By David Krogh
Portland’s trend for large numbers of candidates on a ballot for a single City Council position is continuing with the Thursday, May 17 primary, even after the record breaking 2020 election.
Position 3, currently held by Jo Ann Hardesty, has 11 candidates. The common thread to the many candidates seems to be a growing desire to see change in what they perceive as a problem-filled city government that is lacking in responsiveness to public concerns.
To help the public in understanding who the candidates are and what they propose, The Southeast Examiner is listing the entire slate of candidates for Position 3 as identified by the City Auditor’s Office. The list includes basic information submitted by the candidates, their campaign goals, if provided, and campaign websites, if available.
More information is provided at the City Auditor’s Election website, portlandoregon.gov/auditor/26642. Other candidate information was provided from the League of Women Voters’ election website, vote411.org.
In addition, the Multnomah County Voters Pamphlet for the May 17 primary, including candidate descriptions and statements, is scheduled to be mailed to voters by Wednesday, April 27, the same day as ballots start being mailed for this election. Since some of the candidates do not have campaign websites, the voters’ pamphlet will be an additional information source.
Ed Baker: not employed; no prior government experience listed; electedbaker.com. Having experienced homelessness, he believes a different mindset and life experiences are required for this council position. He also advocates truth and accountability for the legal system.
Rene Gonzalez: attorney and technology company owner; no prior government experience; reneforportland.com. Gonzalez believes efforts are needed to stabilize the city, stop uncontrolled camping and promote safe housing for those in need.
Jo Ann Hardesty: current City Commissioner Position 3; prior state government experience; joanneforportland.com. Hardesty believes more efforts are needed to support homeless and low income people and stop demonizing poverty. Portland is in a crisis now and stronger community and business efforts are needed to remedy the situation.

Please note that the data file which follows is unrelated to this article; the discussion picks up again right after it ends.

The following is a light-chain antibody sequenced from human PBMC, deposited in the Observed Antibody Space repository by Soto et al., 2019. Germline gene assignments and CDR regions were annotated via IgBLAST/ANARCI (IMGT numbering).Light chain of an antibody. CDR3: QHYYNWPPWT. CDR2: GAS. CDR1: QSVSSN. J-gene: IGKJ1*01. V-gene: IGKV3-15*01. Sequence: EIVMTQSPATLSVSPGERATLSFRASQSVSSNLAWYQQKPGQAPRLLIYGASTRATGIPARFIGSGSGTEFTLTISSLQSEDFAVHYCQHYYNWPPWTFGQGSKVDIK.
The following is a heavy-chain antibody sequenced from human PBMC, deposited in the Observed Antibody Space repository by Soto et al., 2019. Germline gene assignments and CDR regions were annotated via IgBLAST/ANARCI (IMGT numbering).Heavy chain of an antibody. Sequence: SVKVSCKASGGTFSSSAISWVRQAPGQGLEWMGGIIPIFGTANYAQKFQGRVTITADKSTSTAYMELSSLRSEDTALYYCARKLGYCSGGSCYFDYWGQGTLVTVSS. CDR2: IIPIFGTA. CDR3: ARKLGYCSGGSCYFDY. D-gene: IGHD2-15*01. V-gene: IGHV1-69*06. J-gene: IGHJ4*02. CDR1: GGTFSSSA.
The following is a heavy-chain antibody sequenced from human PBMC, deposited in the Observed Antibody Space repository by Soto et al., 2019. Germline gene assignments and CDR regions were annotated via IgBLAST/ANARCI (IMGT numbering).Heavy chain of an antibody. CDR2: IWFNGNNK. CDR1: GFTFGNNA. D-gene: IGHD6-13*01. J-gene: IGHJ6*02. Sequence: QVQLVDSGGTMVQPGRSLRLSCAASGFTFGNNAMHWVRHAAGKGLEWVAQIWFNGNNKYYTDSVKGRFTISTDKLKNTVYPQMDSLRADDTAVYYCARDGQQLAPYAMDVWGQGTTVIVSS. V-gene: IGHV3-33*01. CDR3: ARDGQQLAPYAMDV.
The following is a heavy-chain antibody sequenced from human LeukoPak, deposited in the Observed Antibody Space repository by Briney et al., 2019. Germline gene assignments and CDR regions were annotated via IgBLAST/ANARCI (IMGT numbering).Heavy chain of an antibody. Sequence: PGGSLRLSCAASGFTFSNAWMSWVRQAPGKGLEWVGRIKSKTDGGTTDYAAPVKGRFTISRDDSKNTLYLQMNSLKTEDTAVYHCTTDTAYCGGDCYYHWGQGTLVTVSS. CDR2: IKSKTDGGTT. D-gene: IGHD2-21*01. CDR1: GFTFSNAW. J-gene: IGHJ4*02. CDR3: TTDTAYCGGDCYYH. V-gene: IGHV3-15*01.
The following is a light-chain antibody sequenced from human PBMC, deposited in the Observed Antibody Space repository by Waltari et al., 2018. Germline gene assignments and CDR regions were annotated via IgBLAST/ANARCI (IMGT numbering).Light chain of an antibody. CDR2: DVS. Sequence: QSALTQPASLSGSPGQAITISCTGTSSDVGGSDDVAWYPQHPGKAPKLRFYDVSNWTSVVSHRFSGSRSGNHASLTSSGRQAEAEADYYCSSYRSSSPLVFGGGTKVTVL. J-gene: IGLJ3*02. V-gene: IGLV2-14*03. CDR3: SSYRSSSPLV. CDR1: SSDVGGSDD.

Dale Hardt: not employed; no prior government experience noted; no website provided but a video is available at youtu.be/r4B8g_lHH3Y. Replying to the paper’s request for information, Hardt states he has a can-do attitude and a specific plan to deal with homeless camping.
Kim Kasch: writer; Board Member North Tabor Neighborhood Association; kimkaschforportland.com. Kasch’s comments include encouragement for increased business support and public/private partnerships and better de-escalation training for police.
Chad Leisey: branch and service manager; volunteer fire fighter; no website provided. If elected Leisey would ban street camping and pan handling, increase volunteer support and have police walk the streets getting to know the public and businesses.
Vadim Mozyrsky: administrative law judge; prior experience as an attorney and active participation on several city committees, including the Charter Review Commission; votevadim.com. Advocating for underserved communities and promoting partnerships with businesses are just a few of Mozyrsky’s platform planks.
Peggy Sue Owens: small business administrator; no prior government experience; commonsensecampaignpdx.com. Owens supports increased police presence, body cameras, police oversight and more support for groups that assist the homeless community.
Karellen Stephens: caregiver and activist; no prior government experience; no website provided. Stephens did not reply to The Southeast Examiner’s request for information.
Joseph Whitcomb: trucking; GOP Chairman for Multnomah County; josephwhitcomb.wixsite.com/political-candidate. Funding the police, cleaning up the downtown and graffiti, supporting vagrancy laws and bringing back community policing are part of Whitcomb’s goals.
Jeffrey A. Wilebski: educator and small business owner; public school system involvement; wilebskipdx.com. Wilebski advocates for clean and safe public spaces, adequate service levels for those in need and encouraging police to be more equity focused similar to the Portland Street Response program.
The City Club of Portland held a debate April 7 with the most qualified of the Position 3 candidates, as determined by City Club policies. The debate included candidates Jo Ann Hardesty, Vadim Mozyrsky and Rene Gonzalez. In short, the two challengers were critical of Commissioner Hardesty’s track record. However, all three candidates were supportive of revising the current antiquated commission form of government. The full debate was recorded and is available to watch at youtube.com/watch?v=GQVfuFjzQpQ.
According to the City Elections Office, if no candidate receives a majority of votes on May 17 primary, the two candidates receiving the highest number of votes for that position will appear on the Tuesday, November 8 General Election ballot for a runoff. When a large number of candidates are running, generally a runoff election is needed.
Ballots must be deposited in an official dropbox by 8 pm on May 17 or mailed with a postmark of May 17. The postmark requirement for mailed ballots is different than in previous years based on a law passed in 2021 allowing mailed in ballots with the required postmark to be counted when received up to seven days after the date of the election.